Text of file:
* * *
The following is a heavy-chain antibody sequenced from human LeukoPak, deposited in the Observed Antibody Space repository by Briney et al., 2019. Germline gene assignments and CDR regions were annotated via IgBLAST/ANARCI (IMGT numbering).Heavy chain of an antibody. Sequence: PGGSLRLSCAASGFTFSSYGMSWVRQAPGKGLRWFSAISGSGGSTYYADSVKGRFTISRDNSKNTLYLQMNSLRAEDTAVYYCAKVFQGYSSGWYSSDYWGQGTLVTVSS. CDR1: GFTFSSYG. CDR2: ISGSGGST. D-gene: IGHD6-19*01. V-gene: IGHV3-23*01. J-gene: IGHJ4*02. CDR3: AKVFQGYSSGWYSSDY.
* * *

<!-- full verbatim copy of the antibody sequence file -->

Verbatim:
The following is a heavy-chain antibody sequenced from human LeukoPak, deposited in the Observed Antibody Space repository by Briney et al., 2019. Germline gene assignments and CDR regions were annotated via IgBLAST/ANARCI (IMGT numbering).Heavy chain of an antibody. Sequence: PGGSLRLSCAASGFTFSSYGMSWVRQAPGKGLRWFSAISGSGGSTYYADSVKGRFTISRDNSKNTLYLQMNSLRAEDTAVYYCAKVFQGYSSGWYSSDYWGQGTLVTVSS. CDR1: GFTFSSYG. CDR2: ISGSGGST. D-gene: IGHD6-19*01. V-gene: IGHV3-23*01. J-gene: IGHJ4*02. CDR3: AKVFQGYSSGWYSSDY.